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Affordable Care Act still needs affordability


President Obama’s signature accomplishment, the Affordable Care Act, is here to stay.

In its recent King v. Burwell ruling, the Supreme Court decided that the IRS can offer subsidies to 6.4 million Americans who bought healthcare insurance plans through federal ACA exchanges.

Had the justices ruled that the subsidies were illegal, many of these Americans would have been unable to pay their monthly insurance premiums.

But even with federal subsidies, many Americans can’t afford health care under the ACA. Insurers are still pricing lifesaving medications out of reach for thousands of patients.

Congress and President Obama must work together to fix shortcomings in the ACA and guarantee truly affordable care for all Americans.

ACA plans offer four levels of insurance coverage: platinum, gold, silver, and bronze.

Platinum and gold plans feature more expensive premiums but cover a higher percentage of the cost of prescriptions, doctor services and other health care.

Bronze and silver plans, the most popular type, offer cheaper premiums but force enrollees to pay higher out-of-pocket costs.

Patients with silver plans often have to pay $2,000 or more out-of-pocket as a deductible before their insurer helps pay for prescription drugs. For those with bronze plans, deductibles average more than $4,000.

Even after enrollees hit their deductible, the out-of-pocket burden can be staggering. For instance, one-third of silver plans require coinsurance of 30 percent or more for all multiple sclerosis drugs.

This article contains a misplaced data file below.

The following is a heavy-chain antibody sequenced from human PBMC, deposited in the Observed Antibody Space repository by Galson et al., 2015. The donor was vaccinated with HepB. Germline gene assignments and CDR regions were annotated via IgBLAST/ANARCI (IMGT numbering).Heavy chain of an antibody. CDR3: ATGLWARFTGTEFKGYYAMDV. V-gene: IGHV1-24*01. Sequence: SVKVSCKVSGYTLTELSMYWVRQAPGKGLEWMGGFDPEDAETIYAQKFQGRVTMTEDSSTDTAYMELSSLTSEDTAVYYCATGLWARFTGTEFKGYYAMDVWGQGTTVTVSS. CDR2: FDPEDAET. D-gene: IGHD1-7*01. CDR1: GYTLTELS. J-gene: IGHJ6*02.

That means MS patients with those plans are on the hook for at least 30 percent of the total cost of their prescriptions, no matter how expensive.

Over a third of silver plans require similarly high coinsurance payments for two common classes of cancer drugs.

High coinsurance arrangements deny lifesaving drugs to patients who can’t afford the out-of-pocket payments, which can total hundreds or thousands of dollars every month.

Worse, many insurance plans don’t offer any cheap treatment alternatives to enrollees.

More than half of silver plans apply the highest level of cost-sharing to every multiple sclerosis agent, setting patients up for huge out-of-pocket expenses.

Six in 10 plans put every antiangiogenic, a type of cancer drug, in the highest cost-sharing level.

Excessive out-of-pocket costs could prevent patients from filling their prescriptions or force them to take pills less frequently to stretch out supplies.

When patients can’t afford to follow their prescribed course of treatment, they become sicker and rack up higher healthcare bills due to disease complications and hospitalizations.

Failing to take medications as directed, whether due to affordability concerns or other factors, costs patients and the U.S. healthcare system up to $300 billion every year.

Making prescriptions more accessible would prevent many complications.

To do that, federal officials should reform the ACA exchanges to prevent insurance companies from applying the highest level of cost sharing to every medicine in a particularly class of drugs.

They should also lower patients’ out-of-pocket costs by prohibiting co-insurance for low-income enrollees.

Story Source: The above story is based on materials provided by STAR-TELEGRAM
Note: Materials may be edited for content and length

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